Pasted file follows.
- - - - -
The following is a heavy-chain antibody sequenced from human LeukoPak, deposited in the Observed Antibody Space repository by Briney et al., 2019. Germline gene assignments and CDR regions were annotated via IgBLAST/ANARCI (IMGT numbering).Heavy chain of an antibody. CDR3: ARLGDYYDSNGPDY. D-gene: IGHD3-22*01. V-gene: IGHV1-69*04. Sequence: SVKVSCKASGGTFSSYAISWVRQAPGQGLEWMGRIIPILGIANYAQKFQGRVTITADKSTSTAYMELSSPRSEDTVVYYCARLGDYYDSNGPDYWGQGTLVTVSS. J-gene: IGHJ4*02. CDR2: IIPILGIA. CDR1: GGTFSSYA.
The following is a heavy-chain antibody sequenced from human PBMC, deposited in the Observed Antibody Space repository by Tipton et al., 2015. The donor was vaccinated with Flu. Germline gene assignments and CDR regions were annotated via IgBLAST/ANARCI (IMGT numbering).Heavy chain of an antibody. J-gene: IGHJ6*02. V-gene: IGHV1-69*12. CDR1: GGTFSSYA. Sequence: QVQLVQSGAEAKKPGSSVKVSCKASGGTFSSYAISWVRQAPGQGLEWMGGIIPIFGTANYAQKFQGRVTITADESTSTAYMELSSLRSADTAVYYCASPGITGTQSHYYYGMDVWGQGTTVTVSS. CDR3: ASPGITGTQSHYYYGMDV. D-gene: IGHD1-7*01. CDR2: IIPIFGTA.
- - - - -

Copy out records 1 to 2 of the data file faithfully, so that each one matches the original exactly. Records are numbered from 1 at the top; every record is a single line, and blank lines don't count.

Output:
The following is a heavy-chain antibody sequenced from human LeukoPak, deposited in the Observed Antibody Space repository by Briney et al., 2019. Germline gene assignments and CDR regions were annotated via IgBLAST/ANARCI (IMGT numbering).Heavy chain of an antibody. CDR3: ARLGDYYDSNGPDY. D-gene: IGHD3-22*01. V-gene: IGHV1-69*04. Sequence: SVKVSCKASGGTFSSYAISWVRQAPGQGLEWMGRIIPILGIANYAQKFQGRVTITADKSTSTAYMELSSPRSEDTVVYYCARLGDYYDSNGPDYWGQGTLVTVSS. J-gene: IGHJ4*02. CDR2: IIPILGIA. CDR1: GGTFSSYA.
The following is a heavy-chain antibody sequenced from human PBMC, deposited in the Observed Antibody Space repository by Tipton et al., 2015. The donor was vaccinated with Flu. Germline gene assignments and CDR regions were annotated via IgBLAST/ANARCI (IMGT numbering).Heavy chain of an antibody. J-gene: IGHJ6*02. V-gene: IGHV1-69*12. CDR1: GGTFSSYA. Sequence: QVQLVQSGAEAKKPGSSVKVSCKASGGTFSSYAISWVRQAPGQGLEWMGGIIPIFGTANYAQKFQGRVTITADESTSTAYMELSSLRSADTAVYYCASPGITGTQSHYYYGMDVWGQGTTVTVSS. CDR3: ASPGITGTQSHYYYGMDV. D-gene: IGHD1-7*01. CDR2: IIPIFGTA.